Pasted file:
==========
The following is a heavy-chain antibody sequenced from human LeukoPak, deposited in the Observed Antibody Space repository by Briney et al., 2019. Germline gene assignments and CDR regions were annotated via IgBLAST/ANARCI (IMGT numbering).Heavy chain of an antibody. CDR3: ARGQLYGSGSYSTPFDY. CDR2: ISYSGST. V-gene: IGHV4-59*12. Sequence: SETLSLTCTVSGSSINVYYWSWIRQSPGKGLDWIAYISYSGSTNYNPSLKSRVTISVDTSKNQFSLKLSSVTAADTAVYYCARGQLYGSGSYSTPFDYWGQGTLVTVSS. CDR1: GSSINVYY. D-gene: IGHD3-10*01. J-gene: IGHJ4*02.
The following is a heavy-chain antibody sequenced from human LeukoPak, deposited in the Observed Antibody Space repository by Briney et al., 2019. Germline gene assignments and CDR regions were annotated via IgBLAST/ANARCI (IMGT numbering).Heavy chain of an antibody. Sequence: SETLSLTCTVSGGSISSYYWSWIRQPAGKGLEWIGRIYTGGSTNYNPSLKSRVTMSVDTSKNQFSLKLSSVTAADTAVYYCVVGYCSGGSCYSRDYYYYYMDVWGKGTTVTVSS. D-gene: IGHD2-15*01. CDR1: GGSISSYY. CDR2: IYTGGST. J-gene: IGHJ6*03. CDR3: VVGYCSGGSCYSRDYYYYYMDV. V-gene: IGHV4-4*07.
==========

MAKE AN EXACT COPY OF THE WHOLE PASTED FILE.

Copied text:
The following is a heavy-chain antibody sequenced from human LeukoPak, deposited in the Observed Antibody Space repository by Briney et al., 2019. Germline gene assignments and CDR regions were annotated via IgBLAST/ANARCI (IMGT numbering).Heavy chain of an antibody. CDR3: ARGQLYGSGSYSTPFDY. CDR2: ISYSGST. V-gene: IGHV4-59*12. Sequence: SETLSLTCTVSGSSINVYYWSWIRQSPGKGLDWIAYISYSGSTNYNPSLKSRVTISVDTSKNQFSLKLSSVTAADTAVYYCARGQLYGSGSYSTPFDYWGQGTLVTVSS. CDR1: GSSINVYY. D-gene: IGHD3-10*01. J-gene: IGHJ4*02.
The following is a heavy-chain antibody sequenced from human LeukoPak, deposited in the Observed Antibody Space repository by Briney et al., 2019. Germline gene assignments and CDR regions were annotated via IgBLAST/ANARCI (IMGT numbering).Heavy chain of an antibody. Sequence: SETLSLTCTVSGGSISSYYWSWIRQPAGKGLEWIGRIYTGGSTNYNPSLKSRVTMSVDTSKNQFSLKLSSVTAADTAVYYCVVGYCSGGSCYSRDYYYYYMDVWGKGTTVTVSS. D-gene: IGHD2-15*01. CDR1: GGSISSYY. CDR2: IYTGGST. J-gene: IGHJ6*03. CDR3: VVGYCSGGSCYSRDYYYYYMDV. V-gene: IGHV4-4*07.